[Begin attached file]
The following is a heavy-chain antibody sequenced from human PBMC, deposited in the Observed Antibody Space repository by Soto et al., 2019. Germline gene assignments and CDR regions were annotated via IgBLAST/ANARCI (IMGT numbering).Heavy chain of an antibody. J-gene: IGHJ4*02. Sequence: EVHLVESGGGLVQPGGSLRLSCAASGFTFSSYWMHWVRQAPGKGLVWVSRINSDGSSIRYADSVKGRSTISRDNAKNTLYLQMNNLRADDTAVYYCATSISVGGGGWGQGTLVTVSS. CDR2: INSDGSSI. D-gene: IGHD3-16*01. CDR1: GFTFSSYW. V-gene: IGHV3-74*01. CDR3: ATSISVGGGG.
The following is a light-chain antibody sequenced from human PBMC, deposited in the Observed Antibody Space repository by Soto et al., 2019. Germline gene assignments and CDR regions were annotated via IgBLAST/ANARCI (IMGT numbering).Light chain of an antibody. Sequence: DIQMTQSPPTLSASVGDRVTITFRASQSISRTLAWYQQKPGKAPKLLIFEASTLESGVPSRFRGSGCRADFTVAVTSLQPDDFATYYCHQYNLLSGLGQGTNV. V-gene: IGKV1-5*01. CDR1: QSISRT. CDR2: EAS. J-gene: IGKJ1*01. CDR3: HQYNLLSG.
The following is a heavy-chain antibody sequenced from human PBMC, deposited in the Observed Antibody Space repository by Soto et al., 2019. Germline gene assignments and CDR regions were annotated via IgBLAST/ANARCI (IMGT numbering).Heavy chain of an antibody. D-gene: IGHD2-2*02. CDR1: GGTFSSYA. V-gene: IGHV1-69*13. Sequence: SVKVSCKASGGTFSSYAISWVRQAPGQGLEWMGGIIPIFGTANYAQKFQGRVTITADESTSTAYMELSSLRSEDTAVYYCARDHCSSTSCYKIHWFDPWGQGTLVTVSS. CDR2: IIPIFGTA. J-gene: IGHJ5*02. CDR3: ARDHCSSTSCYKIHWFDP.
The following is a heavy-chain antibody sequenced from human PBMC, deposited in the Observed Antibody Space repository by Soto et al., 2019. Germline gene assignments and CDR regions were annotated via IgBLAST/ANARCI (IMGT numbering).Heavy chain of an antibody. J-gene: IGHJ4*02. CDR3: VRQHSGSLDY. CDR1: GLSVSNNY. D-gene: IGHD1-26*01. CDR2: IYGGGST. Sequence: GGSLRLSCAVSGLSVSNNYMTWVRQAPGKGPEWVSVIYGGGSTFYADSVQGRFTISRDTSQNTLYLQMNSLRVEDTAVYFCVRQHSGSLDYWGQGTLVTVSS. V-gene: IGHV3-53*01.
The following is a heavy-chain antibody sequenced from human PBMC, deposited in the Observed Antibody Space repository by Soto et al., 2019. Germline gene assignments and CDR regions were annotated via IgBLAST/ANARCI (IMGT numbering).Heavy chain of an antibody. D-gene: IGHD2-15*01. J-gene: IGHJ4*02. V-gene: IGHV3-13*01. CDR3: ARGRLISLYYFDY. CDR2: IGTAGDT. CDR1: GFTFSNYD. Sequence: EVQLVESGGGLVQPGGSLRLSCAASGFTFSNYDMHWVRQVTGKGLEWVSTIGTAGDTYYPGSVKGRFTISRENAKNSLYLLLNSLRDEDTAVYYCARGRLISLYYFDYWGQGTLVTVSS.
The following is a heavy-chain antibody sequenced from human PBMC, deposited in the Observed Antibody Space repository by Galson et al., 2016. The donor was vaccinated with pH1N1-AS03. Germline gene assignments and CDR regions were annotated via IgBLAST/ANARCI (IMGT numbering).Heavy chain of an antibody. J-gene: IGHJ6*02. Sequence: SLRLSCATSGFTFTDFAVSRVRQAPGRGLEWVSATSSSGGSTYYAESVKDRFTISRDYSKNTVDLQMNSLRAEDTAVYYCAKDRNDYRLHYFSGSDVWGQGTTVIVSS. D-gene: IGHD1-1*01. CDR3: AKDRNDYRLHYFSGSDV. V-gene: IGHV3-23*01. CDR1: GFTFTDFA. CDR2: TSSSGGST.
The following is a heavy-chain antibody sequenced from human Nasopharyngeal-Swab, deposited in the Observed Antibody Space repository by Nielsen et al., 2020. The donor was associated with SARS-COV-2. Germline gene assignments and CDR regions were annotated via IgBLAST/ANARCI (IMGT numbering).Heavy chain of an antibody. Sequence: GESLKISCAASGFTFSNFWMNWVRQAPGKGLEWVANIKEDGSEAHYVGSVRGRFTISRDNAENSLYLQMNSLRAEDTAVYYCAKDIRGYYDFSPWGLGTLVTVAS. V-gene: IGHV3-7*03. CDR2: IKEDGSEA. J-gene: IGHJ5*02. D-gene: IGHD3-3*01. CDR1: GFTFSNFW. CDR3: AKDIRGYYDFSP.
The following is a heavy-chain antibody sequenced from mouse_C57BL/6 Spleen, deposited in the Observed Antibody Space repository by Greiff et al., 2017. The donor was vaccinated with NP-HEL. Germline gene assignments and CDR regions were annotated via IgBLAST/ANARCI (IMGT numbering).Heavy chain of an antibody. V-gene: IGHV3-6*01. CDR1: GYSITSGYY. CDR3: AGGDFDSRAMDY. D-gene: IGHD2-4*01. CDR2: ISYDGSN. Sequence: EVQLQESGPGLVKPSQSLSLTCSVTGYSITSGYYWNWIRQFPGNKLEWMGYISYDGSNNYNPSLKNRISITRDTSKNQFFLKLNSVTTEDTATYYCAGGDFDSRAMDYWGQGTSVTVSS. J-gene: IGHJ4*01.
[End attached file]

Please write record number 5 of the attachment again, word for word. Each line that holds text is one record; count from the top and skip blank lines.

The following is a heavy-chain antibody sequenced from human PBMC, deposited in the Observed Antibody Space repository by Soto et al., 2019. Germline gene assignments and CDR regions were annotated via IgBLAST/ANARCI (IMGT numbering).Heavy chain of an antibody. D-gene: IGHD2-15*01. J-gene: IGHJ4*02. V-gene: IGHV3-13*01. CDR3: ARGRLISLYYFDY. CDR2: IGTAGDT. CDR1: GFTFSNYD. Sequence: EVQLVESGGGLVQPGGSLRLSCAASGFTFSNYDMHWVRQVTGKGLEWVSTIGTAGDTYYPGSVKGRFTISRENAKNSLYLLLNSLRDEDTAVYYCARGRLISLYYFDYWGQGTLVTVSS.